As we are of course bias toward gift cards, it was fun this year to compare the views of a couple of the “top thinkers”, one the head of award merchandise fulfillment company, the other the CEO of a national gift card incentive supplier.   

Let’s take a look at their opinions.  Mind you they are talking about the same industry at the same time and they both count as customers many of the top Fortune 500. 

Merchandise President 

“We are seeing a leveling off of traditional gift cards as a reward option because …the gift card economics are inferior to other reward options…gift cards have an inferior trophy value, and the introduction and development of digital media.” 

Gift Card CEO 

“Our clients continue to invest in four major areas…home improvement, electronics, experiential (I’m going to do something for me  (spa, cooking classes etc.) and family dining,  Gift Cards give ultimate choice and the latest research by the Incentive Research Federation shows the gift cards are preferred five times more than cash, and five times more than merchandise.  I’m not trying to talk negatively about merchandise but when we offer merchandise and gift cards, we always get at least 90% of the spend on gift cards.”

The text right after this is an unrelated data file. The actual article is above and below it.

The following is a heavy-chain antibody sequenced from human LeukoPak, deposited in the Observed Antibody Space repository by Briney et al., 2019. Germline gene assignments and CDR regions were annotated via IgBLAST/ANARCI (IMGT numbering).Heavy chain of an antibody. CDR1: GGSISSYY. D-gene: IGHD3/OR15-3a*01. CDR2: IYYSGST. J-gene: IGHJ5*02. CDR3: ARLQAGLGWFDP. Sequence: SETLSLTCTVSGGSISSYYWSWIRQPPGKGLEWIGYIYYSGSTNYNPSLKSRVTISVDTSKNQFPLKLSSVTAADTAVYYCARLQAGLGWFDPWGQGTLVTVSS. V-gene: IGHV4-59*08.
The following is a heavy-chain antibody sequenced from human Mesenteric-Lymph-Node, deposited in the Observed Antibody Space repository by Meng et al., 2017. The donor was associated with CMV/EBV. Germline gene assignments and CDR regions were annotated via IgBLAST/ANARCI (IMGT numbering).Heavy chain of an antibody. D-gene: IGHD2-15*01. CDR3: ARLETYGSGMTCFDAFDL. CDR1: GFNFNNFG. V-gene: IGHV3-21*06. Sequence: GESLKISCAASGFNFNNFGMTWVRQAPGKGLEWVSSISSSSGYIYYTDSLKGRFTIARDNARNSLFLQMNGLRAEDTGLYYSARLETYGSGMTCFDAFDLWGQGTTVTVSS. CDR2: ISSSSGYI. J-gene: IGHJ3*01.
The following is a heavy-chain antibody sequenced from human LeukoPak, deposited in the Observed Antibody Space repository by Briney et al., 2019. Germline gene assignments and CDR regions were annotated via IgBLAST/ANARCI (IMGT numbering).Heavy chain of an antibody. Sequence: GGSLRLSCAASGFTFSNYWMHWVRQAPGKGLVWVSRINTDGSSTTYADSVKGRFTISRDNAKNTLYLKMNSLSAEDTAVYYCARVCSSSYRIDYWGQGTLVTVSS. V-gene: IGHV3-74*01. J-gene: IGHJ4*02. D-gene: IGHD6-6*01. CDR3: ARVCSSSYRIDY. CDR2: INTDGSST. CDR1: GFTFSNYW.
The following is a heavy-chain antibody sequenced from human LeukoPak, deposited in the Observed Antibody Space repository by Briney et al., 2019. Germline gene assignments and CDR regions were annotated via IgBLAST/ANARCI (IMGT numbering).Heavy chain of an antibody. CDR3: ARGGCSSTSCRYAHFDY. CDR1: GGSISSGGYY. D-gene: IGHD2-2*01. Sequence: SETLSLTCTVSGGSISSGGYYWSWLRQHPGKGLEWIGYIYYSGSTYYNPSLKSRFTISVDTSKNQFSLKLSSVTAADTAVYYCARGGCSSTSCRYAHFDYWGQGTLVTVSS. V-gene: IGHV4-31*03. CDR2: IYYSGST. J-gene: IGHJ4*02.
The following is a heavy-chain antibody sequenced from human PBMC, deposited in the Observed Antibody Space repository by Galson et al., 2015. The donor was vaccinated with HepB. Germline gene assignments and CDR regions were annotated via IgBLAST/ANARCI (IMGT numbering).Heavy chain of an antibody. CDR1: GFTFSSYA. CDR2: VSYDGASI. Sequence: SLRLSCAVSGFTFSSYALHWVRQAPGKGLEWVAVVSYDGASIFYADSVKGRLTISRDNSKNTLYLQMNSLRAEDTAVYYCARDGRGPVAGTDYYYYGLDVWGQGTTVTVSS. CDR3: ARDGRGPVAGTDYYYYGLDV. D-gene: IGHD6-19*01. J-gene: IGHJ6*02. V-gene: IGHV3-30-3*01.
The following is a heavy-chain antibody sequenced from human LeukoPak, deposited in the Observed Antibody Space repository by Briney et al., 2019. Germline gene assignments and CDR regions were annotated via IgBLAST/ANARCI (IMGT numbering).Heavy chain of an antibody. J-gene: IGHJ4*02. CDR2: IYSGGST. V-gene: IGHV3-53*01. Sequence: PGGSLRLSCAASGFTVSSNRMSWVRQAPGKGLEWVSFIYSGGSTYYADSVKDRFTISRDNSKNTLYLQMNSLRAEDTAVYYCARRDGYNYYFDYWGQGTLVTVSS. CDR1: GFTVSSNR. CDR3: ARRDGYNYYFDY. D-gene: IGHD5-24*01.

Now, suppose you are a client trying to make up your mind between using merchandise or gift cards as the award in your incentive or recognition program and which one would make the most sense to offer? 

As long as there are incentive salespeople being paid five or even ten times more in commission to sell merchandise over gift cards, this argument will continue.  Frankly we don’t really have a bias; we think you should use them both as an option.  Our research over the last ten years shows that we will receive over 90% of the business anyway.